How Covid has impacted the running of a local Scots charity - and how its supporters, staff and volunteers are keeping it alive
The Covid-19 pandemic has meant that one critical project which brings siblings together has had to close - temporarily at least.
STAR, Siblings Reunited, had to close its doors during lockdown.
Although restrictions are easing, the Fife-based charity is still waiting to fully reopen and the situation is fluid.
STAR brings brothers and sisters together for two hours once a month for some much needed quality time together.
Karen Morrison who runs the project said: “Lockdown has been tough. We had to completely close. We did look at providing some kind of online service, but what makes STAR so special and successful, is that we offer a unique experience for children and young people.”
STAR has everything from a woodland, to a beach and garden area. There’s also the STAR wigwam, an outdoor kitchen (and a mud kitchen!) as well as the fairy garden and Hobbit house.
The project also has a host of furry friends, which the children and young people love to pet, including horses, rabbits, guinea pigs and Murphy the Ram (who is a popular choice for selfies!)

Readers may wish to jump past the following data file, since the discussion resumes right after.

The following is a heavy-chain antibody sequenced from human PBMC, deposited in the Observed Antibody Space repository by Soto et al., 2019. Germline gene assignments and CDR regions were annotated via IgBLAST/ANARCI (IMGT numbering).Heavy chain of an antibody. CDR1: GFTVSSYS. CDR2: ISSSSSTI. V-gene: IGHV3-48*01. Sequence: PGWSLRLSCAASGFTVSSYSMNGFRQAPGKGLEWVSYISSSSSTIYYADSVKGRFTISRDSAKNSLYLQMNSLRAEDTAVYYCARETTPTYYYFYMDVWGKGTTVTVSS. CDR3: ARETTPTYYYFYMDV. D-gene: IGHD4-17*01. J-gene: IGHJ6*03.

Karen and her family have been kept busy keeping the facilities maintained during the pandemic. Tuesday is normally their maintenance day, where up to 40 volunteers descend on the site to help keep clean, plant, set up new projects etc. In addition, the Department of Work and Pensions also regularly provides up to 20 helpers on a Tuesday which is the day they don’t have any children or young people on site.
Karen said: “To go from all this amazing help every week, to just the family, was a real challenge. All the family had to muck in and help out to keep everything ticking over. Somehow we managed and the site looks great. We can’t wait to welcome everyone back again.”
Karen had hoped the project would be fully up and running now, but the new restrictions on two households makes this difficult, as there can be siblings from multiple placements, as well as the STAR supervisors who are always on hand.
She added: “We know children and young people are missing vital contact with their brothers and sisters during this time. They might arrive here anxious or worried, but then they seem to leave these worries at the car park and enjoy spending time with their siblings and trying out all the different activities. The animals in particular have a calming and therapeutic effect.”
Hallowe’en and Christmas are two of STAR’s busiest times, so Karen is hoping things will be back to normal by then, but she added: “We are still here and we are desperate to get back to normal, but we want everyone to be safe.”
To find out more about STAR, visit their website www.siblingsreunited.org.uk
STAR receives 50% of its funding from The Big Lottery. The remainder is sourced through fundraising activities, however, coronavirus has had a significant impact on this. You can make a donation to the charity via their website.